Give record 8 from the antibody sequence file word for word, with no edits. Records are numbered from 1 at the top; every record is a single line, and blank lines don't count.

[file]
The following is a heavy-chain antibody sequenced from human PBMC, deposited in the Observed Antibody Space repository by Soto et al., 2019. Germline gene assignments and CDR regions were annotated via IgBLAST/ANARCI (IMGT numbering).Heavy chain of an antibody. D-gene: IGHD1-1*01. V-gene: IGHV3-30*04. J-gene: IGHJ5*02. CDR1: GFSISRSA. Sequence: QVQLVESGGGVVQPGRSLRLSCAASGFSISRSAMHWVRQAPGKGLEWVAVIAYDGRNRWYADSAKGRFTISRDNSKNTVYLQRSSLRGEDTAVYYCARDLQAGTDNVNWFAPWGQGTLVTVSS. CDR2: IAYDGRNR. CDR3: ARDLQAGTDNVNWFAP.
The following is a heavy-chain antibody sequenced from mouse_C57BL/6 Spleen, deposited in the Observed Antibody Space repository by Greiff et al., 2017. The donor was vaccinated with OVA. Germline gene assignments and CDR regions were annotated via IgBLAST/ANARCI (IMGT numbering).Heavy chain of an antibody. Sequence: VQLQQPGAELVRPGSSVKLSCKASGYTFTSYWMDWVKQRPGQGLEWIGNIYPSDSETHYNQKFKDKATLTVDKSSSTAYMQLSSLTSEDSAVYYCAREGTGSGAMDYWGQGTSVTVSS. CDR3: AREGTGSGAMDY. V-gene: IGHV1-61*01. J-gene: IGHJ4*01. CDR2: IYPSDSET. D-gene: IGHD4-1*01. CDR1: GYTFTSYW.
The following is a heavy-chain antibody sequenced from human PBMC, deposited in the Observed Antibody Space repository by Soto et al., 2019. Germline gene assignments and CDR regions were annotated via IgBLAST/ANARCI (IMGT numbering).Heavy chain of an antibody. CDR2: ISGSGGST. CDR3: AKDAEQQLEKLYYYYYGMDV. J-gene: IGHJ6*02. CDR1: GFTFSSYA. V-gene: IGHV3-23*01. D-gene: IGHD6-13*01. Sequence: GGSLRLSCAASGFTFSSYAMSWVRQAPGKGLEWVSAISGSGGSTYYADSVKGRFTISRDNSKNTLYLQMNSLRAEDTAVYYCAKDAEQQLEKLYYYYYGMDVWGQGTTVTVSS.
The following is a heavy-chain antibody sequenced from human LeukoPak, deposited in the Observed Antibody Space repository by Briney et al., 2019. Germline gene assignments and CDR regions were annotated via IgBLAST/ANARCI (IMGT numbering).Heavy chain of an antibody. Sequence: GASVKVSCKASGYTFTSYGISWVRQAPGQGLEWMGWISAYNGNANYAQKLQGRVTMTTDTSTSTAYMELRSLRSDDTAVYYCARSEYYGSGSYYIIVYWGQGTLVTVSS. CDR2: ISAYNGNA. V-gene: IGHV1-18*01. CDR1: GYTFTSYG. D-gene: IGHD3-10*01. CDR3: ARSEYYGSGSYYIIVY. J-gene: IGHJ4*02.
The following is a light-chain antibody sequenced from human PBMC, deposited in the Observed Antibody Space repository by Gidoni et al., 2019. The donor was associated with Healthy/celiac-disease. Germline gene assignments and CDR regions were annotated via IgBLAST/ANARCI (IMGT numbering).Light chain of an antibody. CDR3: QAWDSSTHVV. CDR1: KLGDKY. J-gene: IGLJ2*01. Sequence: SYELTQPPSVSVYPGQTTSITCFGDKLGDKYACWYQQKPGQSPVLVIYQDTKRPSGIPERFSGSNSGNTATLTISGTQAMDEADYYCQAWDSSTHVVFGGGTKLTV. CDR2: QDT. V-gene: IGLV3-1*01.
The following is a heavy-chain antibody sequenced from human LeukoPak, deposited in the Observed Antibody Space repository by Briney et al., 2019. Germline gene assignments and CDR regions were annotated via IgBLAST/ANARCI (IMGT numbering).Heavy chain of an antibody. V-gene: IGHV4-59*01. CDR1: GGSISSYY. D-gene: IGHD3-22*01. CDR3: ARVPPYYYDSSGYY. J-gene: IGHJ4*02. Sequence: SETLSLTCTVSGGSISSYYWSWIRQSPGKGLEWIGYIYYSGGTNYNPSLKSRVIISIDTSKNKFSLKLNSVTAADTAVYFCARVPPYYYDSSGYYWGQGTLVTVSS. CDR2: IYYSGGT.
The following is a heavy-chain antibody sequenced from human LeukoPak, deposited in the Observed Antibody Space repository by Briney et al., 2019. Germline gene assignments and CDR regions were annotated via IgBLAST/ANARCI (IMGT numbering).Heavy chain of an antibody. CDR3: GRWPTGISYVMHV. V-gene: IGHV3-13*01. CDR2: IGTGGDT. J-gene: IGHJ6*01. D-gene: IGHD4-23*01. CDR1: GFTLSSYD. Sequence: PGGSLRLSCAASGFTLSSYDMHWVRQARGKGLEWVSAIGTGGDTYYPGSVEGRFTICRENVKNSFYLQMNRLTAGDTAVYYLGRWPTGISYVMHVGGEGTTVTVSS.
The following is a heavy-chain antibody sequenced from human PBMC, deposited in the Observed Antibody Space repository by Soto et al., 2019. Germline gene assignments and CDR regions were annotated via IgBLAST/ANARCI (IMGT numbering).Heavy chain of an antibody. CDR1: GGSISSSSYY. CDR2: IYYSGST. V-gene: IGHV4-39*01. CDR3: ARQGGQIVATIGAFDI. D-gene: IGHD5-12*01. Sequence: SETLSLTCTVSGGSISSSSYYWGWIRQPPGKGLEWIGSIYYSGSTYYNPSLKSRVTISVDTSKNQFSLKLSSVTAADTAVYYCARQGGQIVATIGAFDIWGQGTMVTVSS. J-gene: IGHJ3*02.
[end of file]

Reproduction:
The following is a heavy-chain antibody sequenced from human PBMC, deposited in the Observed Antibody Space repository by Soto et al., 2019. Germline gene assignments and CDR regions were annotated via IgBLAST/ANARCI (IMGT numbering).Heavy chain of an antibody. CDR1: GGSISSSSYY. CDR2: IYYSGST. V-gene: IGHV4-39*01. CDR3: ARQGGQIVATIGAFDI. D-gene: IGHD5-12*01. Sequence: SETLSLTCTVSGGSISSSSYYWGWIRQPPGKGLEWIGSIYYSGSTYYNPSLKSRVTISVDTSKNQFSLKLSSVTAADTAVYYCARQGGQIVATIGAFDIWGQGTMVTVSS. J-gene: IGHJ3*02.